RequesterName: the name which will be presented to MTurk users when signing automatically generated e-mails (for example, containing bonus reports).
Server: either Sandbox or Production, describes which MTurk server to use. The Sandbox should be used for testing, since it is free to use. Always test using the Sandbox before deploying to the Production server.

5) Run CreateHITs.rb to create HITs.

Your must use the --design switch to specify the test design. The options are:

  • random_sentences: similar to the ACR test from ITU-T P.800, where each HIT is created by drawing a user informed number of files from the sample pool, without replacement.
  • diffsentences: a variation of randomsentences, with the constraint that a HIT never contains two samples created from the same test signal. This constraint enforces the concept that ACR is a single-stimulus test with an absolute scale, where one should not be tempted to make relative judgements.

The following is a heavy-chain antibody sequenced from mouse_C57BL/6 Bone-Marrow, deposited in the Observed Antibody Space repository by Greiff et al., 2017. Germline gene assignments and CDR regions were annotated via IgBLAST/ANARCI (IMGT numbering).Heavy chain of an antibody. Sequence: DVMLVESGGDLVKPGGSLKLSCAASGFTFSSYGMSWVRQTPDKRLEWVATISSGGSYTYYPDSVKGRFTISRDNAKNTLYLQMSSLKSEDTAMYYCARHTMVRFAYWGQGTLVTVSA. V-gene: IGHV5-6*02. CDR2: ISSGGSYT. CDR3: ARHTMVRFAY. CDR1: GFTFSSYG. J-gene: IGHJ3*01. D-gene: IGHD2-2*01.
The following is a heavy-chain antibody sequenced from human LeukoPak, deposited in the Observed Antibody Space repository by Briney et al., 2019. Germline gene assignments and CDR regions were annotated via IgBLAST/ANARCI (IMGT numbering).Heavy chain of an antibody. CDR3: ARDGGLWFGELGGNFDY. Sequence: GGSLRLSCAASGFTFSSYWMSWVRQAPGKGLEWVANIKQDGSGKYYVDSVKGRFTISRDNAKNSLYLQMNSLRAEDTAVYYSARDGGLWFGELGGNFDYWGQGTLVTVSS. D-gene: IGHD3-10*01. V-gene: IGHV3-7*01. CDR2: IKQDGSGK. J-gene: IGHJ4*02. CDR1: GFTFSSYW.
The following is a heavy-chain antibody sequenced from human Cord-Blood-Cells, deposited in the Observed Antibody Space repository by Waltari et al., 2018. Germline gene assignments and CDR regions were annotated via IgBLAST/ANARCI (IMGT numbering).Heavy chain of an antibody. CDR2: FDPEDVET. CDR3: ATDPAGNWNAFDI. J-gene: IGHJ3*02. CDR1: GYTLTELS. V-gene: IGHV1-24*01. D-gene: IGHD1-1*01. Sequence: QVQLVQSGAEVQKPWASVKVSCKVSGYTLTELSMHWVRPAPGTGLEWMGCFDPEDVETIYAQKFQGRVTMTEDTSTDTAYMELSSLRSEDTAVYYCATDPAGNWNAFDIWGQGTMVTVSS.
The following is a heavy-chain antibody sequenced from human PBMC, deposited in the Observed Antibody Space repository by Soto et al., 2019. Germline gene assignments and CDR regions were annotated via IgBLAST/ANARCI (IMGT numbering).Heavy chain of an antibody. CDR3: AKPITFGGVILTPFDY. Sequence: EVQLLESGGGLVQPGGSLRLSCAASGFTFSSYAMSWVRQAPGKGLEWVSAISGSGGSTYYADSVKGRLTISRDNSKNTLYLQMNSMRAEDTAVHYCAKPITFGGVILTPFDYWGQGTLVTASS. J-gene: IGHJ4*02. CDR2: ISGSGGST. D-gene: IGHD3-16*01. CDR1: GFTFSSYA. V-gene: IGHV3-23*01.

• same_sentence: a simple multiple-stimulus test, where each HIT only has samples created from the same test signal. This encourages workers to make relative comparisons, and allows them to discriminate features that would not be noticeable otherwise.
  • mushra: the MUSHRA (multiple-stimulus with hidden reference and anchor) test from ITU-R BS.1116-1. It is similar to the simple multiple-stimulus test, except that: (i) a reference is presented to the subject before the test, and labeled with a 5.0 score, (ii) this same reference is hidden as one of the test files and (iii) hidden among the test files is also a version of the reference, degraded with a method decided a priori, called the anchor. The anchor provides a baseline to minimize distortions of the score chart due to the use of relative comparisons.
    The references and anchors must be identified using the algorithm names REF and ANC in MOS.hit_input.